#CommitToAct: Equipping Young Advocates in Capitán Sarmiento

In Argentina, A.C.T.I.V.V.A.S. is equipping a group of young women to use the #CommitToAct campaign to ask local authorities in Capitán Sarmiento, a small city in Buenos Aires province, to intervene on five critical points. The dangers it highlights are:

  1. Speeding on streets informally used as racetracks, where drivers have been recorded driving at over 150 km per hour.
  2. Three avenues (diagonals) in the cities, where trucks and other vehicles pass and it is impossible for pedestrians to cross.
  3. Streets with kindergartens where sidewalks are in poor condition, forcing mothers and their children to walk on streets that have no signs advising drivers to slow down around children
  4. Poor lighting outside the fire station
  5. Poor visibility of cyclists because drivers are double parked on many of the city’s avenues

These specific targets have been identified through work that A.C.T.I.V.V.A.S is doing with these young women to empower them to demand action on road risks that they themselves have identified. Ema Cibotti, A.C.T.I.V.V.A.S’ Director, explains how this is a new approach for the NGO. “Instead of being us the ones who directly propose the commitment to action with an authority,” she says, “we are doing it indirectly by supporting a group of citizens we prepare and train, so that they can observe and analyze road risks in their community.”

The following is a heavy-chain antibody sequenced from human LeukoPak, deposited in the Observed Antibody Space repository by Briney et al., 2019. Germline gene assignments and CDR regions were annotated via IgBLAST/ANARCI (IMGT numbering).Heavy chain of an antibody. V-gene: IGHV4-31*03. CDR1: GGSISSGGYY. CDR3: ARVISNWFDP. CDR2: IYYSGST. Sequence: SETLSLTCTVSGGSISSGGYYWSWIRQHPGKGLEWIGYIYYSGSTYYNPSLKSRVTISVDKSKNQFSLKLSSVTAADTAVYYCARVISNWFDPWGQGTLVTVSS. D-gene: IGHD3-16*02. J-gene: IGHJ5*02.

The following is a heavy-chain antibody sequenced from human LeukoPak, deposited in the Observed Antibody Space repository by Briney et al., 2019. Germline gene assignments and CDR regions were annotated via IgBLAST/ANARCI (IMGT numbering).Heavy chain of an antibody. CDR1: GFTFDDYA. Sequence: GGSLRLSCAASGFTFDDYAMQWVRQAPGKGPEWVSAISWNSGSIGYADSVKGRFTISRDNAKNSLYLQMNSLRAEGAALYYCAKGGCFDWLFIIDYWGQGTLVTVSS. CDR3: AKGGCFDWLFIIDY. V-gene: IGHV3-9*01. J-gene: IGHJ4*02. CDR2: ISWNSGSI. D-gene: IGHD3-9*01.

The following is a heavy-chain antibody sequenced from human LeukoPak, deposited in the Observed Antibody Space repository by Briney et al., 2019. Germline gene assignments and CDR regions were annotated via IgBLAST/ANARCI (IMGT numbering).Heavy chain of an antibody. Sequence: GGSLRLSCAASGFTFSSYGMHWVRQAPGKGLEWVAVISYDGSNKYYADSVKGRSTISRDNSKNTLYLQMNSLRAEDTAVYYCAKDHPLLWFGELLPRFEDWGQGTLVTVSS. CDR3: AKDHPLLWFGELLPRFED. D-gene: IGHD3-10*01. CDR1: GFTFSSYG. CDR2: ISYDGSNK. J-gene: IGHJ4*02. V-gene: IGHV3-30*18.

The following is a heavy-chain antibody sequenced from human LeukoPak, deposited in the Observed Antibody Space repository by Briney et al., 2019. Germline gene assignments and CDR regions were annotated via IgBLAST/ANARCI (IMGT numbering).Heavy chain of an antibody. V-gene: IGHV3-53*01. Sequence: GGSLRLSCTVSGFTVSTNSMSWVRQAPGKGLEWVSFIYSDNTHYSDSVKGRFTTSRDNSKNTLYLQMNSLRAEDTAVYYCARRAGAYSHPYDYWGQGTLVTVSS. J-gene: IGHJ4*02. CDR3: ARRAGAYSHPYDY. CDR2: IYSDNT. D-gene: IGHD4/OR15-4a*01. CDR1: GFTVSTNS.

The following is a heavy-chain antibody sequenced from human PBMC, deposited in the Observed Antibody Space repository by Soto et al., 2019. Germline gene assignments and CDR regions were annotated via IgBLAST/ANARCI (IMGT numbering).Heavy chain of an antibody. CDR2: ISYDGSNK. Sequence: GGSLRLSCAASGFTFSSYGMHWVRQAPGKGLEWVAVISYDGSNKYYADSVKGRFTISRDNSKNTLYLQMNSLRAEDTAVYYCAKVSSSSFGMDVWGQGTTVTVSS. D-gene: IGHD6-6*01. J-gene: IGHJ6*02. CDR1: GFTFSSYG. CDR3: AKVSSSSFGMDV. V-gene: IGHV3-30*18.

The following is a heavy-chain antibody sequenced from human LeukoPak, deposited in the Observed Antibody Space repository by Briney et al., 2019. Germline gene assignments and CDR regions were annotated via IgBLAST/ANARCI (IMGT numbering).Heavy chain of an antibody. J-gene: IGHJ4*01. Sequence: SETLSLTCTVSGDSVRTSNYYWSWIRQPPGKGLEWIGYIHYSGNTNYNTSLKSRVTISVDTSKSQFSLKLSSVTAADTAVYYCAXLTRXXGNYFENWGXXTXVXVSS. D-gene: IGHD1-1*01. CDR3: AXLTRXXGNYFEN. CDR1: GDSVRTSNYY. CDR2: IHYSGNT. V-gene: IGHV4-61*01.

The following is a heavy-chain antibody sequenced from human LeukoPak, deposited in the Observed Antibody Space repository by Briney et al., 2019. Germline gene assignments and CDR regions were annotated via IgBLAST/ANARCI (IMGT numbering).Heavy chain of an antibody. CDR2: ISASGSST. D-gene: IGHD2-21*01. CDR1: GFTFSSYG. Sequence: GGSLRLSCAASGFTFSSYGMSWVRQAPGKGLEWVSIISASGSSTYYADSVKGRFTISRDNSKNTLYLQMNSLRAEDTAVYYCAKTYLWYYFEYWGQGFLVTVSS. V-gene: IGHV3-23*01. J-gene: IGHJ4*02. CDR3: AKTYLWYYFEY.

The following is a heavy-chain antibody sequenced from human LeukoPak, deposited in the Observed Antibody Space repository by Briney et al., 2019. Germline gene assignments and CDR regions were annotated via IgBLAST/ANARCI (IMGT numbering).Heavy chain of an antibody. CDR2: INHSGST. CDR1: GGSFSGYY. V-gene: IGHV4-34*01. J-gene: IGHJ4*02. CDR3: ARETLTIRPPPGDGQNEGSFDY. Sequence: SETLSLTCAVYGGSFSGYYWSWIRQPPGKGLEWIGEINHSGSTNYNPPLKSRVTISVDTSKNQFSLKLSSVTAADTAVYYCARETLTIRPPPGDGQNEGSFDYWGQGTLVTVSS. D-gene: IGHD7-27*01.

A.C.T.I.V.V.A.S. delivered the training via Zoom, through a teacher-training institute, and worked with the young women to support them in the advocacy process, from identifying risks to presenting them to the authorities (which they were unable to do in person because of the pandemic). They helped them to create demand letters to ask the authorities when and how they will act for safer roads and sustainable mobility in each of these five situations. A.C.T.I.V.V.A.S. and its young activists are also requesting that the city conduct a study on reducing the speed limit throughout the city to 30 km per hour, except at the points where trucks enter and exit the city. “The young women could not be received by the authorities, but they do know that their letter is being considered,” Ema says. “Although we do not know how long it will take to receive a response.” In the meantime, A.C.T.I.V.V.A.S. is helping the young women to use city radio to publicly communicate their requests.

Ema also says: “At A.C.T.I.V.V.A.S., we are promoting road awareness through personal perception of road risk because we believe that, if people do not subjectively perceive road risk situations, they cannot objectively become aware of safe behaviors. There is much talk about risk factors but nothing about risk perception, and this personal perception is essential for developing responsible behavior and also for demanding action from the authorities. ”